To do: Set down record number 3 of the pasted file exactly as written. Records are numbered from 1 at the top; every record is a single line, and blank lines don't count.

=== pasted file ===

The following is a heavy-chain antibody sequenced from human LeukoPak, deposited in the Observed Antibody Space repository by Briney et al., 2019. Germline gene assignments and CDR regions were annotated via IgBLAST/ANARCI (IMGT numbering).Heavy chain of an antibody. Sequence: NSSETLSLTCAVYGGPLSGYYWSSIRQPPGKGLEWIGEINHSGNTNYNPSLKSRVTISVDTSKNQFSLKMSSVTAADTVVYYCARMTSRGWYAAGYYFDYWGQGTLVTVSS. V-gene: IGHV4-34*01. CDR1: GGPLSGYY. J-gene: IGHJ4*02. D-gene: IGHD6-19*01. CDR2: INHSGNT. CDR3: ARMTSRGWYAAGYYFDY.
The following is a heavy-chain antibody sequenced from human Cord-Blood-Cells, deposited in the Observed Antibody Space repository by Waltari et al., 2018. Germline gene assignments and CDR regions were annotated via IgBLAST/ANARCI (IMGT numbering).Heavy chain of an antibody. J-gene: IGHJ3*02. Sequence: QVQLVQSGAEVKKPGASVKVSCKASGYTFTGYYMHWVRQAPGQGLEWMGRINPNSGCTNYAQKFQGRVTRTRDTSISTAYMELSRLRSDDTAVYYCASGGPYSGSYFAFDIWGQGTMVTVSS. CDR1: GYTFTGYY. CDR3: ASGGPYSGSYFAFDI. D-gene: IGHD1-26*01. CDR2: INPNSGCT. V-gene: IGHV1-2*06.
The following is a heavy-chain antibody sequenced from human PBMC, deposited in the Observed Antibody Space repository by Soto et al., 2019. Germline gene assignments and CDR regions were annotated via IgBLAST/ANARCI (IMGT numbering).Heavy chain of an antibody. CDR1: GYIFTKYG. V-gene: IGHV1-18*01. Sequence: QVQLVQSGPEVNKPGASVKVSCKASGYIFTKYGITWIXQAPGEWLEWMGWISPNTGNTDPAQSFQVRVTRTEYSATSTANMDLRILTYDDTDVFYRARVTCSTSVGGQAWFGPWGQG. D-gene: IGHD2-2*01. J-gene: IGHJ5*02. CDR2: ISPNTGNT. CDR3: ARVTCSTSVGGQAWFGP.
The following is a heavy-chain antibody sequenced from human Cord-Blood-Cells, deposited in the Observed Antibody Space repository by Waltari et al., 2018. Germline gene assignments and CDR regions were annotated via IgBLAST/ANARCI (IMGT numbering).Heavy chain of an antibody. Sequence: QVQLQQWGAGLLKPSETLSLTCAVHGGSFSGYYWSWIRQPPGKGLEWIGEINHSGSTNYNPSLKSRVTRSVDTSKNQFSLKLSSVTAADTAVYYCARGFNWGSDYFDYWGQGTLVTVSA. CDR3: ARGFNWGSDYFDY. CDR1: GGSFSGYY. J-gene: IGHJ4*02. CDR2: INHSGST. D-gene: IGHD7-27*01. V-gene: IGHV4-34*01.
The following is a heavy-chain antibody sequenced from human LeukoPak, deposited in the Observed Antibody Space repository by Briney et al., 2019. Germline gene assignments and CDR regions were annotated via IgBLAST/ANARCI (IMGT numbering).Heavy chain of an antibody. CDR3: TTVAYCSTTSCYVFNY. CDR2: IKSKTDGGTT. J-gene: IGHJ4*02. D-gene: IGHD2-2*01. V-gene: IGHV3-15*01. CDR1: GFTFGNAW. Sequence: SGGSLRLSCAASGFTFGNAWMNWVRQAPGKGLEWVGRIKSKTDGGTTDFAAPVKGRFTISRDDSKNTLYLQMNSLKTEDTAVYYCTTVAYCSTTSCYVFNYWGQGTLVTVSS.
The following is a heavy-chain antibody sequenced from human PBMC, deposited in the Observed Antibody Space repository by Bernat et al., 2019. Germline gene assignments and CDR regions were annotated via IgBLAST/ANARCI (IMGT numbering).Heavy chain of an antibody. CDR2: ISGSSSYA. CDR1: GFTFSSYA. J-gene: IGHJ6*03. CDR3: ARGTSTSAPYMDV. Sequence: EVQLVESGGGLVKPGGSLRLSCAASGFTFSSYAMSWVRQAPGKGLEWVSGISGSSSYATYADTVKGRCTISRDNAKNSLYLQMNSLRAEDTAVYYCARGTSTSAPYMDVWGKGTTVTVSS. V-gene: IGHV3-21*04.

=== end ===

The following is a heavy-chain antibody sequenced from human PBMC, deposited in the Observed Antibody Space repository by Soto et al., 2019. Germline gene assignments and CDR regions were annotated via IgBLAST/ANARCI (IMGT numbering).Heavy chain of an antibody. CDR1: GYIFTKYG. V-gene: IGHV1-18*01. Sequence: QVQLVQSGPEVNKPGASVKVSCKASGYIFTKYGITWIXQAPGEWLEWMGWISPNTGNTDPAQSFQVRVTRTEYSATSTANMDLRILTYDDTDVFYRARVTCSTSVGGQAWFGPWGQG. D-gene: IGHD2-2*01. J-gene: IGHJ5*02. CDR2: ISPNTGNT. CDR3: ARVTCSTSVGGQAWFGP.